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Wednesday, October 15, 2014

SoCal Cops Adopt Shady Marijuana Raid Tactics Seen In Mendocino

Posted By on Wed, Oct 15, 2014 at 7:18 AM

click image Always a bad sign. - WIKIPEDIA
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  • Always a bad sign.
Tensions are high this year in marijuana country, where rumors of a gang of mysterious armed men — who descend from the sky in helicopters to cut down cannabis gardens — have been swirling for the past few months.

At first, ripped-off pot growers in Mendocino and Lake counties suspected private security teams or even crooks dressed up as cops as the perpetrators. After all, the tactics used have been described as paramilitary — lots of camo, no badges —  and no charges or even records of the "raids" are filed or left behind.

That's because police using the "open fields doctrine" to spot marijuana from the sky don't need a warrant to bust a garden. It turns out at least one of the Mendocino raids was a legitimate police operation. And now, reports out of Riverside County reveal that cops are employing the same legal "rip-and-run" tactics there — causing consternation even among weed-unfriendly politicians. 

The Riverside County-based Press Enterprise reports that a private citizen complained to a county supervisor that he'd been the victim of marijuana burglars. Just like in Mendocino, "unidentified armed men" had descended from a helicopter to "steal marijuana," the newspaper reported.

But after county officials, including Supervisor Kevin Jeffries, who has voiced support for a new law against outdoor weed grows, received the angry call from their constituent who thought she'd been robbed by "gangsters," it came out that a San Diego-based task force had conducted the raid.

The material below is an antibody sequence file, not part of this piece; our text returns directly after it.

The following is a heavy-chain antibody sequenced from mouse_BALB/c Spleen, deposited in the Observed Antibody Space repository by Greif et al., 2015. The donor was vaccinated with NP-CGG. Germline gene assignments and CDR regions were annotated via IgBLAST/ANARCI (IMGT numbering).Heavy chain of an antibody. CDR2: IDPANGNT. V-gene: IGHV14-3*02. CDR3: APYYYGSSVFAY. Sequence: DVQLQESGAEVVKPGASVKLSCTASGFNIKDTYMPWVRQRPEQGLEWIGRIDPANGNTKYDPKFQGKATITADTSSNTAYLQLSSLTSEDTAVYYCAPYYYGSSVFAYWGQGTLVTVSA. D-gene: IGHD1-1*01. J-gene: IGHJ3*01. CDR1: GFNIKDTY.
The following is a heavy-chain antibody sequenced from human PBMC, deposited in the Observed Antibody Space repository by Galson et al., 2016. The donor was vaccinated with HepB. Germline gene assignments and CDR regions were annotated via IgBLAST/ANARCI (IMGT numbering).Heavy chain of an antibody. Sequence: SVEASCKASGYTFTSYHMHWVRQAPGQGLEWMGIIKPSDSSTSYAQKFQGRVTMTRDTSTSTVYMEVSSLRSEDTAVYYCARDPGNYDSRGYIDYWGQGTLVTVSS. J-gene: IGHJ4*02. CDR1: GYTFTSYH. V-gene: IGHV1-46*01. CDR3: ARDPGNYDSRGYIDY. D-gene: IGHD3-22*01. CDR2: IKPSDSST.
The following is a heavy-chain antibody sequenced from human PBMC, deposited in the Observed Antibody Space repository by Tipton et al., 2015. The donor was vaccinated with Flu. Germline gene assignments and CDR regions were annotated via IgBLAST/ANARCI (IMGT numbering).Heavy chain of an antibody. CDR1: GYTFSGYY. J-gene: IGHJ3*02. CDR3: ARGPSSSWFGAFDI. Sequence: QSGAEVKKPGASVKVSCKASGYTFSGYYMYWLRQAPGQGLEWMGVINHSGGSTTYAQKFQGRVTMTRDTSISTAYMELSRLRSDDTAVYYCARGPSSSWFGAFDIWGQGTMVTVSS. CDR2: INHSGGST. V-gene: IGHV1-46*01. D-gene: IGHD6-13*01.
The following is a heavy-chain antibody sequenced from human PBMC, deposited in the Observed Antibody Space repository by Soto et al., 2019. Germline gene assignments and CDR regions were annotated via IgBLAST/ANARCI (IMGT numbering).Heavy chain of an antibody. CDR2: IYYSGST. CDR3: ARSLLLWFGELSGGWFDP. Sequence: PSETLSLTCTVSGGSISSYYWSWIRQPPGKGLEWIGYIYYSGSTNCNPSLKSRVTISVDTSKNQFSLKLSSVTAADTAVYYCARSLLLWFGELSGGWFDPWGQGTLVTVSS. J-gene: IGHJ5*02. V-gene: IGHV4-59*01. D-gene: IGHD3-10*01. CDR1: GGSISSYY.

A Drug Enforcement Agency spokeswoman confirmed the raid, which netted 100 plants from the rural property in De Luz, a rural area west of Temecula, the newspaper reported.

No arrests have been made, but the marijuana was cut down and hauled away. The investigation, meanwhile, is "ongoing," according to the DEA.

This is the same script cops have been using in the Emerald Triangle — and, according to the U.S. Supreme Court, it's lawful.

In Oliver v. United States, the Supreme Court ruled that Fourth Amendment restrictions on search and seizure do not apply to "open fields." Open fields are defined as the area outside of the "curtilage" of a home, which is to say, pretty much anywhere marijuana is grown in a rural area.

Because no search is considered to have been made in an open fields situation, no warrant is required, and since no warrant is required, the property owner technically isn't required to be given any kind of notice.

This means that nearly any marijuana garden can be summarily eradicated if it's spotted from the sky by law enforcement. And, apparently, law enforcement is catching onto this neat trick, though they aren't necessarily boasting about it.

One raid in Mendocino County appeared to be led by a special agent claiming allegiance to state Attorney General Kamala Harris. Her office blamed the county sheriff, whose office bears some, but not all, of the responsibility for the intra-agency task force. 

But out in California, cops are more sophisticated than their brethren in Georgia — who recently mistook a man's okra crop for marijuana

So goes the Drug War in 2014. 

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About The Author

Chris Roberts

Chris Roberts has spent most of his adult life working in San Francisco news media, which is to say he's still a teenager in Middle American years. He has covered marijuana, drug policy, and politics for SF Weekly since 2009.


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